3. Itsy bitsy, teensy weensy sample sizes. In my September 2016 box, I received the world’s smallest eyebrow pencil ever by Benefit. The pencil’s packaging was only about an inch-and-a-half long and contained about 1/8 inch of brow product to use. I barely had enough to use it more than a few times. I’ve also received small containers that were half-filled and samples only large enough for one use. Now, to be fair, brands are the ones that manufacture the samples. Birchbox is just a distributor. However, if a sample is ridiculously small, Birchbox might consider adding an additional sample or choosing larger samples to include in the box. It’s disheartening when you pay $10 for a box, and it’s worth less than that.
  4. Tutorials, where are thou? I’m in the content marketing business. I can’t help myself, I pay attention to brands and how they create, market, and distribute content. Birchbox video content has gone down. They used to produce more YouTube tutorials to go along with the featured products in the subscription boxes. Instead, they’ve upped their Snapchat and Live Facebook content. In a way, that’s a plus—they’re providing more ways to connect with customers. However, Snapchat posts are only available for 24 hours and Live Facebook is not edited. I’m spoiled: Sometimes I want to watch a produced, edited video that’s only 3 minutes long rather than a 45-minute Live Facebook chat. Can’t we have Snapchat, Live Facebook and YouTube videos?
  5. Shipping errors. I’ve mostly had good experiences with Birchbox’s customer service. Anytime a mistake has been made, they’ve been accommodating and fixed it. For example, I ordered a lipstick and what was only supposed to be two-day shipping turned into 14 days. Apparently, my shipment was held up thanks to Newgistics, a service that Birchbox uses for delivery. I contacted Birchbox, and they immediately shipped another lipstick using UPS. Customer service said I was welcome to keep the other lipstick if it ever arrived (eventually it did, and I gave it to my mom). Despite the mostly stellar customer service, this past year has been sprinkled with shipping delays. I’ve not received tracking information at times, at other times the tracking was not even accurate and the package was received nearly a week after said delivery date. One time, I didn’t receive my subscription box and I had to be shipped a new one.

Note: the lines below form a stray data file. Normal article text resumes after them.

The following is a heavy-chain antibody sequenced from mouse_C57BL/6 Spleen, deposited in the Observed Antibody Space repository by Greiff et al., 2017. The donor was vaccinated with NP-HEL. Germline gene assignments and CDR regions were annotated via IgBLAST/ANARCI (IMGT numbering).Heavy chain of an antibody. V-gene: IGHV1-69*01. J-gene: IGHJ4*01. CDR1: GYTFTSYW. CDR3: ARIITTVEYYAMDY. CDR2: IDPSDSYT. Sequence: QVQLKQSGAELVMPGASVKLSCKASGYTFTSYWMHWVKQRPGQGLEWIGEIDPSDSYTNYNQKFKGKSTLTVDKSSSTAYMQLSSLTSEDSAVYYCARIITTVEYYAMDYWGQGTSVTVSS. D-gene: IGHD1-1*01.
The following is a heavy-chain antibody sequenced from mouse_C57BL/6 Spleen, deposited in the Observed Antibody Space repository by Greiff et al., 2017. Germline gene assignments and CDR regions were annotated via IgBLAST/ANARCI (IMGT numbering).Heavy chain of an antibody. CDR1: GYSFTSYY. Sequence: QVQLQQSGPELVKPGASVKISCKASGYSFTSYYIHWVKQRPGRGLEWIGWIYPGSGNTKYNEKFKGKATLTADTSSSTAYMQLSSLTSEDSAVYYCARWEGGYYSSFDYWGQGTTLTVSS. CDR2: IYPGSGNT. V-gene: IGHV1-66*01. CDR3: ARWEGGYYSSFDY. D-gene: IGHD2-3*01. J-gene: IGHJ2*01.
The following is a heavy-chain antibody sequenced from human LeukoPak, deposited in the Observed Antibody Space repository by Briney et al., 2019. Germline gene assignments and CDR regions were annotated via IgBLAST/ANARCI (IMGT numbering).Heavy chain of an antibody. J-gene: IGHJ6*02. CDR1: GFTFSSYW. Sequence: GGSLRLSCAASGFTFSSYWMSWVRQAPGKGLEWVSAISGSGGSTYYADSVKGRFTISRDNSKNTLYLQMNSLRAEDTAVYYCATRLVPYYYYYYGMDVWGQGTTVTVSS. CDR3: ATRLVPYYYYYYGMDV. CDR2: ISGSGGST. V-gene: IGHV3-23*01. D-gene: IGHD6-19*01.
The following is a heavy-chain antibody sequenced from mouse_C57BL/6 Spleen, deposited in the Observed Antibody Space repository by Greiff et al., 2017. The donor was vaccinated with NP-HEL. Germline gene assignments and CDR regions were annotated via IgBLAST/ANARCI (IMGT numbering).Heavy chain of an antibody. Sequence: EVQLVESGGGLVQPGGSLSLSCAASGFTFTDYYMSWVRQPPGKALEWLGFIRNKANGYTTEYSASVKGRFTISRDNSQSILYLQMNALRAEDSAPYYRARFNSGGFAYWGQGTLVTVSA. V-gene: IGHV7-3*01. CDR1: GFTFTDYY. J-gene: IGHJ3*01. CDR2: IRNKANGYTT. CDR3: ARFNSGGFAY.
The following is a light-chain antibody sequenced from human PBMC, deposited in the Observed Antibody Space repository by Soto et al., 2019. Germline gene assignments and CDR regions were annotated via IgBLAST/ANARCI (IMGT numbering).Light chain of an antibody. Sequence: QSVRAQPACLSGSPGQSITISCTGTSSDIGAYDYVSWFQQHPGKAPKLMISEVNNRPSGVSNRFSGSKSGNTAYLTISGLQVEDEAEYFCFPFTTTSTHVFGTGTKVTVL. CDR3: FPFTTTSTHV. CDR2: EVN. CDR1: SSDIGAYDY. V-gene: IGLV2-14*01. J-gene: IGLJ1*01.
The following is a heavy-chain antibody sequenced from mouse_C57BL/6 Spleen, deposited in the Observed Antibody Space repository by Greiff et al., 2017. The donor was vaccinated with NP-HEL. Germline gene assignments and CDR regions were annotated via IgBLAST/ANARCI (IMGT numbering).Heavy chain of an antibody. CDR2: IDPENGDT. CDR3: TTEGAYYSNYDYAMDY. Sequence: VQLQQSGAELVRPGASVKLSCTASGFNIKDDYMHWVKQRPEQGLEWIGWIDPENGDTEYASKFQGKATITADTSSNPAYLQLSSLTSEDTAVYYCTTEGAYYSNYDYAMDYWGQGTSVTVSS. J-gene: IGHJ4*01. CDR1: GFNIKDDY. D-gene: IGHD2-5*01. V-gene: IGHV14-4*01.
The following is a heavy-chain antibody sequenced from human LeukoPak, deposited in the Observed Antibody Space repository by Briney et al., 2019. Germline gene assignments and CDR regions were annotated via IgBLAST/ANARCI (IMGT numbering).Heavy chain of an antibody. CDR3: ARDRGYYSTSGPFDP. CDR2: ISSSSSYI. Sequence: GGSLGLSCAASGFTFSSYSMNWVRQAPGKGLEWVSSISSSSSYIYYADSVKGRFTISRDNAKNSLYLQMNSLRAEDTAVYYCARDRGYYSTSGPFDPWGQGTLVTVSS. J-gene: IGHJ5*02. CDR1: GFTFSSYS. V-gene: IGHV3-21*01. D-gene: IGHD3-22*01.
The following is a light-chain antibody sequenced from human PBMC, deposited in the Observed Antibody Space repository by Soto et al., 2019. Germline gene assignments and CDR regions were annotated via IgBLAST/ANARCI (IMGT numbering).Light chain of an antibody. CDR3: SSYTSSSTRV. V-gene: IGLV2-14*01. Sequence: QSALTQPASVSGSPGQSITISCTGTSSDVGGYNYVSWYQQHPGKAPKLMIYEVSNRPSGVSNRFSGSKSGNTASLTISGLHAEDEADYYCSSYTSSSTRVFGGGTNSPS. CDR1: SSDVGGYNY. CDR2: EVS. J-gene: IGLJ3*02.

6. Returns take FOREVER. I love that Birchbox has a 90-day return policy. That’s much better than the traditional 30 days most retailers offer. However, they truly need the 90 days. Because they use Newgistics as delivery service, it takes a long time to ship a package back to them. I’ve made about 3-4 returns with Birchbox, and each time it took an unreasonable amount time to receive a refund. You can track your return package, and I once saw my package was just sitting in a warehouse for 3 weeks before it was delivered back to Birchbox. That’s so inconvenient and annoying.

As much as I enjoyed Birchbox for these last 30 boxes, I’ve become more impatient with the shipping, tiny samples and receiving samples that don’t suit me. I’ve already signed up for Ipsy and Play by Sephora. I am a beauty hoarder after all, and I need something to feed my addiction.

Farewell, Birchbox. If you get your act together, I’ll be happy to return.

Best wishes,
Erin

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2 Comments Add yours

  1. Mary B says:

    hey, never tried these types of boxes, but happy to read about your experience, and good you made the decision:) /Mary
    https://beautytruuth.wordpress.com/

    1. erinperkins says:

      Thanks for reading Mary! These boxes can actually be a lot of fun when you get one you like 🙂 I’ll be doing an unboxing post of Ipsy and Play by Sephora soon.